My sense is that Mr. Cameron has never seen PIRANHA 3D…certainly not in a movie theatre with a real audience. Jim, we invite you to take that opportunity and experience the movie in a theatre full of fans – fans for whom this movie was always intended to entertain.

Does Mr. Cameron have no idea of the painstaking efforts made by the talented young filmmaker Alex Aja and his team of collaborators? Clearly, and this one is a good bet, he has no clue as to how great and how much of a fun-filled experience the audiences who have seen the film in 3D have enjoyed. Those of us who have tried to stay in touch with the common movie audiences – the ones who really matter, the ones who actually still go to the theatre, put on the glasses, and eat the popcorn – take joy and pride in the fact that movies of all kinds, including PIRANHA 3D, have a place in filmmaking history – past, present and future. 3D unto itself is not a genre Jim, it is a tool that gives audiences an enhanced experience as they experience all kinds of movies. I believe Mr. Cameron did not see PIRANHA 3D either with any real audience or not at all. On opening weekend, I was in a Los Angeles theatre with a number of today’s great film makers including JJ Abrams, who actually had nothing short of the fabulous, fun 3D experience that the movie provides. I am fortunate enough to have worked on, and continue to work on, evolutionary movies in all formats from just simple good story telling, which still matters most of all, to CG movies to tent-pole size 3D movies, and genre 3D movies like PIRANHA 3D.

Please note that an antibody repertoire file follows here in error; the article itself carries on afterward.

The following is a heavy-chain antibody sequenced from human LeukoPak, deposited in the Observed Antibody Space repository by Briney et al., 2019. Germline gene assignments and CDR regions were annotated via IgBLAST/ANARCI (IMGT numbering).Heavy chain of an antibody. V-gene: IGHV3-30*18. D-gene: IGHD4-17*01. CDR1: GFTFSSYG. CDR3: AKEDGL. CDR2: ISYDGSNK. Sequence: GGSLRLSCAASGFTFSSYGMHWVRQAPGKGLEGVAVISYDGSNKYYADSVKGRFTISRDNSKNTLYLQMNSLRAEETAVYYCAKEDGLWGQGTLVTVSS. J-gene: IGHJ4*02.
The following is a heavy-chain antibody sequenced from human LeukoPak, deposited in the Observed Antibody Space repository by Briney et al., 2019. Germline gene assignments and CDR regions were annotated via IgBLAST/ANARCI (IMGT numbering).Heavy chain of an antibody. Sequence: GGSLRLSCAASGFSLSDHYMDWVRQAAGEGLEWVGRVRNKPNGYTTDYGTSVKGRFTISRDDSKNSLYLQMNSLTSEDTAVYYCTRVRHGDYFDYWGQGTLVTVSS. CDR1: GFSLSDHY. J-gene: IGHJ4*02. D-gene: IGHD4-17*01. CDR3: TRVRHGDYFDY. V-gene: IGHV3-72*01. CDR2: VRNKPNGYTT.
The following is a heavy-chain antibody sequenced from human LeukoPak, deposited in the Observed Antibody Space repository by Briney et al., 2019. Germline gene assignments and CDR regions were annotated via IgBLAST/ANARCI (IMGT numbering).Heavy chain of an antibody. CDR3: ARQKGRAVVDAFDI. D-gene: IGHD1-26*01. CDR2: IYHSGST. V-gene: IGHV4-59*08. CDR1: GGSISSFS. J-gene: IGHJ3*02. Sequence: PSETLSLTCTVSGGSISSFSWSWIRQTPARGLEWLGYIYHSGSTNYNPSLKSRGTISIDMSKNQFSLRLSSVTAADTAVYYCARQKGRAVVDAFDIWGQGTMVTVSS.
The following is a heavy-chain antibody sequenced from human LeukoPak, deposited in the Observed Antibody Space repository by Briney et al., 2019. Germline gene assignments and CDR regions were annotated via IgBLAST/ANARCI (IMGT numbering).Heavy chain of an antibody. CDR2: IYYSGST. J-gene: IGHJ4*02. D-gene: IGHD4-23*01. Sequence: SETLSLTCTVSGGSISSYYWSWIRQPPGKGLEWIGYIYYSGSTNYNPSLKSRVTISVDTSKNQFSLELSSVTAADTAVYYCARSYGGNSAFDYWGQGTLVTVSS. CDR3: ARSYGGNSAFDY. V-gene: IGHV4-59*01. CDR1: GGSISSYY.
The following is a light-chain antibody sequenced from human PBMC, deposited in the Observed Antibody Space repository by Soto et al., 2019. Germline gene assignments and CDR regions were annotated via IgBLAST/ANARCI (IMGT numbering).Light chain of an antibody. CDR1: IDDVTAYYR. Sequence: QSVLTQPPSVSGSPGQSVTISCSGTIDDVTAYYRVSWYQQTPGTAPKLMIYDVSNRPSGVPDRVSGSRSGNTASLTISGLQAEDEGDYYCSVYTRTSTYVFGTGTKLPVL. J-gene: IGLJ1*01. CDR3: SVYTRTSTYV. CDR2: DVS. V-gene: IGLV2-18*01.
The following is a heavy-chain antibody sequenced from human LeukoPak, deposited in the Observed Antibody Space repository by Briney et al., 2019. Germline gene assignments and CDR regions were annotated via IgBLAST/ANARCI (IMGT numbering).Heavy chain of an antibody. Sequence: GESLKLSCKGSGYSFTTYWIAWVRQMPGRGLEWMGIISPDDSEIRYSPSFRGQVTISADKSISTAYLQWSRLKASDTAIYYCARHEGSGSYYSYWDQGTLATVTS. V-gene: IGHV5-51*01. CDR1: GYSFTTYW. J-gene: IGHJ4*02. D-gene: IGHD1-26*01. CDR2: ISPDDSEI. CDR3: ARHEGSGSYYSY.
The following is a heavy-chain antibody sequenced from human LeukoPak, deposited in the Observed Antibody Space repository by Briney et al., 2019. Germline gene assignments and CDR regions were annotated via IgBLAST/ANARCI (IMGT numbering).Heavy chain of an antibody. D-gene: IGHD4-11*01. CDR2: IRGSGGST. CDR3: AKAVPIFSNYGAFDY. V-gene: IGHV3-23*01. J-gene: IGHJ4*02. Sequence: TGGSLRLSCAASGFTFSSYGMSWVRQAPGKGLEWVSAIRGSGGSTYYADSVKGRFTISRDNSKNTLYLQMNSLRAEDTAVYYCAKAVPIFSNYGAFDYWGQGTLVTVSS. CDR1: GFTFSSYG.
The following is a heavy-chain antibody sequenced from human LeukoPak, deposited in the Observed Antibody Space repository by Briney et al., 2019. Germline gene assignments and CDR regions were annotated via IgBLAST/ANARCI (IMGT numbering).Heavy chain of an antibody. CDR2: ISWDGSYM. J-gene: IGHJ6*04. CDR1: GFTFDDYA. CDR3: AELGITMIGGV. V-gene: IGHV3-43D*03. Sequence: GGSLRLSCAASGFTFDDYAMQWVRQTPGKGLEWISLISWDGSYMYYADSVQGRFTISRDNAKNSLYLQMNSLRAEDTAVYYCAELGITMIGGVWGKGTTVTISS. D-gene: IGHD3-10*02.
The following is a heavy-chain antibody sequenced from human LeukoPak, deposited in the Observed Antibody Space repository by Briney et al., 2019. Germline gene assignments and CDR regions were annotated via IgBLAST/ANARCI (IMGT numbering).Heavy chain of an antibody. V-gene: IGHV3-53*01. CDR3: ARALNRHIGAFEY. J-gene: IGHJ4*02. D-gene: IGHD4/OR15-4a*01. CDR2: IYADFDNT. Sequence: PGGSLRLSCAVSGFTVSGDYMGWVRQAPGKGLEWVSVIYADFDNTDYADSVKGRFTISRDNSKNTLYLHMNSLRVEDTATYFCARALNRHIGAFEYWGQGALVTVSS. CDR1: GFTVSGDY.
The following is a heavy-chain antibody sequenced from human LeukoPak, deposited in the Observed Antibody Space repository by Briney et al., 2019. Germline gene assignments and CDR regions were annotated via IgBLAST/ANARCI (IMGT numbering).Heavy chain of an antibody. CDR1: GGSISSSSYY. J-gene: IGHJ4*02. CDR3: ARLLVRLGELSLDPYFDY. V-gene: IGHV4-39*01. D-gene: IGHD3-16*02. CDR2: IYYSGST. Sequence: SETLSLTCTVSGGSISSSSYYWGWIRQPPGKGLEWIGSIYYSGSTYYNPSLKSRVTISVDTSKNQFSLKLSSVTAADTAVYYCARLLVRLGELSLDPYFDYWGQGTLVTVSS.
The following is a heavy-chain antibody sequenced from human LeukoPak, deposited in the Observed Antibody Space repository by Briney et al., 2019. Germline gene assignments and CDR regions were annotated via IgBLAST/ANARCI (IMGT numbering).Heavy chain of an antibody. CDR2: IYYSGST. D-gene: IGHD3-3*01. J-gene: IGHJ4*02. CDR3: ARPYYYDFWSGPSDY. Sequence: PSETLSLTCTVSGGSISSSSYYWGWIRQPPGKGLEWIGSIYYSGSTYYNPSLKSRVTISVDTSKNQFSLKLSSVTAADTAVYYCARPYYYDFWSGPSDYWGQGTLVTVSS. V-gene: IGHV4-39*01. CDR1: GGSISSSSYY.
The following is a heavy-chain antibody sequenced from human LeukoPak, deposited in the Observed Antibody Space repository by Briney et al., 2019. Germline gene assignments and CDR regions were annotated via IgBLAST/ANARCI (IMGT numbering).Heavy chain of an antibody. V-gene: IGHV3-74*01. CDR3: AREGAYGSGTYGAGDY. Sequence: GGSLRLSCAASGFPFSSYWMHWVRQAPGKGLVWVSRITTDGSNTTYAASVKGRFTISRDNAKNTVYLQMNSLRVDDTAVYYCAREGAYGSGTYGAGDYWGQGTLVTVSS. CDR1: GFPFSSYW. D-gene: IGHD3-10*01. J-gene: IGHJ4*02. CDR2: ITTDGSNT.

What it comes down to, Jim, is – that like most things in life – size doesn’t really matter. Not everyone has the advantage of having endless amounts of money to play in their sandbox and to take ten years using other people’s money to make and market a film….like you do. Why can’t you just count your blessings? Why do you have to drop Marty Scorsese’s or Tim Burton’s names, both gentlemen who I have personally worked with, and who have enjoyed great joy and success with movies of all genres and sizes well before the advent of modern 3D? Then as now, they were like kids in a candy store recognizing, far beyond your imagination, the possibilities of storytelling and originality.